I concur with the complaints of other commentards but project this forward to Windows 10: So for ten months time "How have Microsoft produced a package of such vulnerable code, when so much of it is recycled and has been around since what, Server 2003?"

      1. LDS Silver badge

        Please, indicate me someone who can design and write secure code and doesn't need to release patches...

        1. Anonymous Coward
          Anonymous Coward

          I don't think the issue is the release of patches, but the sheer size of them.

          1. Bronek Kozicki

            ... and the long, long process of applying each one of them, with obligatory multiple restarts in the middle of the process. As opposed to installing one service pack (whose total size is a fraction of total size of patches) which applies all patches in one go.

            1. This post has been deleted by its author

              1. Bronek Kozicki
                Mushroom

                I guess you only installed first batch of updates and forgot to press "Check for updates" to see a whole lot more updates for the updated "Windows update". Among which will be second update to "Windows update" after which you will have to restart, and again will be blissfully unaware that you are not even half-way through the process. Because that's the Microsoft Way, doh.

          2. Tom 13

            Not just the size of them, the fact that they DON'T release service packs the way they use to. About once a year you got an SP. If you kept the SP on hand, you could take a .0 and patch it up to the SP without all that mucking about with scanning, downloading, installing, rebooting, and repeating until no new patches are found. AND there were no mysterious failures to install patches the system indicates need to be installed.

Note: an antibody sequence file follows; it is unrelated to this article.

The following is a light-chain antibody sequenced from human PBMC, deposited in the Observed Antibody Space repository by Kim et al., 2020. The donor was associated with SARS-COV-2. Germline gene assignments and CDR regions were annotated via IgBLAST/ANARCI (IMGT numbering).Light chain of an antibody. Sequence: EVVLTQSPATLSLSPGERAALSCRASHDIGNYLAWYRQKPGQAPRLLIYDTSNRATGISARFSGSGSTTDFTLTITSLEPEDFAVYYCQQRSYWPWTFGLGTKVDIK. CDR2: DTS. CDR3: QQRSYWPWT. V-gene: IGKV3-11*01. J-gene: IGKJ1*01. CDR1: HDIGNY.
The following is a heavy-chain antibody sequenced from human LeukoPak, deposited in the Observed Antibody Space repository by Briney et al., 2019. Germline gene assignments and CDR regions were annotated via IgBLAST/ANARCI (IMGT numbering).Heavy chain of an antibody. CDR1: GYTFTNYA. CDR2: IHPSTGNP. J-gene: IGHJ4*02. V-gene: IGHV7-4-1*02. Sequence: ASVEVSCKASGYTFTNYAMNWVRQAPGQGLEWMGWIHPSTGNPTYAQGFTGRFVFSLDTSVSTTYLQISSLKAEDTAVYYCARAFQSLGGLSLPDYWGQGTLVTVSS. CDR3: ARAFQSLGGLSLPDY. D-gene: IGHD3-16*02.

3. LDS Silver badge

      Service packs today are delivered only to augment features or other deep changes. Everything else comes with patches - that's why WSUS is handy. There's also slipstreaming....

  3. jake Silver badge

    Whatever.

    Slackware on the desktops, BSD on the servers & routers.

    It's not only a good idea, it should be the law.

  4. Stevie Silver badge

    Bah!

    Yes, I know about the Adobe update because the bloody thing flatlined my already glacially slow personal hotspotty internet connection while I was trying to kick into the latest Schlock Mercenary venture and download some things into mi'Raspberry Pi2.

    Yet another chance for McAffee to attempt to smuggle their crappy anti-virus program onto my lappy and for yet another mysterious appearance of the unwanted, unasked-for Ask Toolbar.

    And why does a security update necessitate re-agreeing to the ToC? Shouldn't some sort of carry-through be assumed from the fact that one has a vulnerability-riddled copy of the said software on the computer already (else why update)?